Ring in the New Year healthy and safe
12/31/2013, 1:30 a.m.
As we blow party horns to ring in the New Year, we take pause to remember our accomplishments and celebrate the hopeful year ahead. As we enjoy the festivities, we should also be mindful of how we can improve our wellbeing in the New Year.
By sharing these tips from the U. S. Centers for Disease Control and Prevention, you can ensure that you and your family are on the road to living a healthier and safer New Year.
- Wash hands often to avoid spreading germs and getting sick. “Keeping hands clean is one of the most significant steps you can take to avoid getting sick and spreading germs to others,” says Dr. Heather Taras, Emergency Medicine physician at the Silver Cross Free-Standing Emergency Care Center located at 143rd St. and Bell Rd in Homer Glen. “By simply washing your hands with soap and clean running water for at least 20 seconds, you are reducing your exposure to harmful pathogens that can make you ill. If soap and clean water are not available, use an alcohol-based product. The key thing to remember is that clean hands do save lives.”
- Bundle up and stay dry to keep warm. Cold temperatures can cause serious health problems, especially in infants and older adults. Stay dry, and dress warmly in several layers of loose-fitting clothing.
- Manage stress. Keep a check on over-commitment. The holidays don’t need to take a toll on your health. Keep a check on over-commitment and over-spending. By balancing work, home, and social commitments, you can keep a more relaxed and positive outlook.
- Travel safely. Don't drink and drive. Don't let anyone else drink and drive. If you're traveling, help ensure your trip is safe. Don’t drink and drive, and don’t let someone else drink and drive. Wear a seat belt every time you ride in a motor vehicle. Always be sure to buckle your child in the car using a child safety seat, booster seat, or seat belt according to his/her height, weight, and age.
- Avoid smoking. Avoid smoking and breathing other people's smoke. If you smoke, quit today! If you think you cannot do it alone seek help, talk to your healthcare provider who can give you valuable assistance in your efforts against smoking.
- Get check-ups, vaccinations, exams and screenings. Ask your healthcare provider what exams and tests you need and when to get them. Exams and screenings can help find problems early, when the chances for treatment and cure are better. Further, vaccinations help prevent diseases and save lives. Schedule a visit with your health care provider for a yearly exam. “It’s important to be proactive with your health in order to maintain a healthy lifestyle,” says Dr. Taras. “Ask your physician what vaccinations and tests you should get based on your age, lifestyle, medical history, and family health history.”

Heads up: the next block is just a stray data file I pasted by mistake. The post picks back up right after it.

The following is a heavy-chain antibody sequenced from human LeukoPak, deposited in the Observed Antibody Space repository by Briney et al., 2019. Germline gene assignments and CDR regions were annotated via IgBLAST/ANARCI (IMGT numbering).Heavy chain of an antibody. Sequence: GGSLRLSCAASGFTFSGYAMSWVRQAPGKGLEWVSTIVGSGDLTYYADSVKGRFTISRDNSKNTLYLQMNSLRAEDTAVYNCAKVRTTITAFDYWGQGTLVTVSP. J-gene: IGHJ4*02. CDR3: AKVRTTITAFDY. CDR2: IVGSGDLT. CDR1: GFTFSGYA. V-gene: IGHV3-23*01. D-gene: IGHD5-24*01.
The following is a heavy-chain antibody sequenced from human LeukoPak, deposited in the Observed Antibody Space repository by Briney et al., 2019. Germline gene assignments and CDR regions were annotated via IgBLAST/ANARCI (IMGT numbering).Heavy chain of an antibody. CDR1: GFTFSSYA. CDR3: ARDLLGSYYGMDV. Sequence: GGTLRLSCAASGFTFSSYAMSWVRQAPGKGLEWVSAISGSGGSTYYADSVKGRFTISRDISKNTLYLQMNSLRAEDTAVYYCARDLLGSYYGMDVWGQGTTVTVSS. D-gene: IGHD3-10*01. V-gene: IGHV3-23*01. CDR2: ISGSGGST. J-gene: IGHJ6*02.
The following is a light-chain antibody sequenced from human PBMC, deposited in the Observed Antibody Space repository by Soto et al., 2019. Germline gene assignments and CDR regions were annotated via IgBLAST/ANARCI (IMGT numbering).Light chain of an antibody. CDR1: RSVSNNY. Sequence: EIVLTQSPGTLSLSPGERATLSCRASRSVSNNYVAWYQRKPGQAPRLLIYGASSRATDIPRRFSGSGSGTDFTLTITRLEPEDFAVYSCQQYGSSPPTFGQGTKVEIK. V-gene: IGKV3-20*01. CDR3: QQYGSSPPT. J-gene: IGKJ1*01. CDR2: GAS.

- Monitor your children. Children are at high risk for injuries that can lead to death or disability. Keep a watchful eye on your kids when they’re eating and playing. Keep potentially dangerous toys, food, drinks, choking hazards (like coins and hard candy), and other objects out of kids' reach. Learn how to provide early treatment for children who are choking.
- Prevent injuries. Practice fire safety. Most residential fires occur during the winter months. Never leave fireplaces, stoves, or candles unattended. Have an emergency plan. Use step stools instead of furniture when hanging decorations. Don't use generators or grills inside your home or garage. Install a smoke detector and carbon monoxide detector in your home. Test them once a month, and replace batteries twice a year.
- Handle and prepare food safely. As you prepare holiday meals, keep you and your family safe from food-related illness. Wash hands and surfaces often. Avoid cross-contamination by keeping raw meat, poultry, seafood, and eggs (including their juices) away from ready-to-eat foods and eating surfaces. Cook foods to the proper temperature. Refrigerate promptly. Do not leave perishable foods out for more than two hours.
- Eat healthy, and be active. Eat healthy, and get moving. Limit your portion sizes and foods high in fat and sugar. Be active for at least 2½ hours a week. With balance and moderation, you can enjoy the holidays the healthy way. Choose fresh fruit as a festive and sweet substitute for candy.
By talking these tips over with your family members, you can decide which ones can realistically be achieved together. So as the clock strikes midnight this New Year’s Eve, kiss your loved ones and commit to living a healthier lifestyle.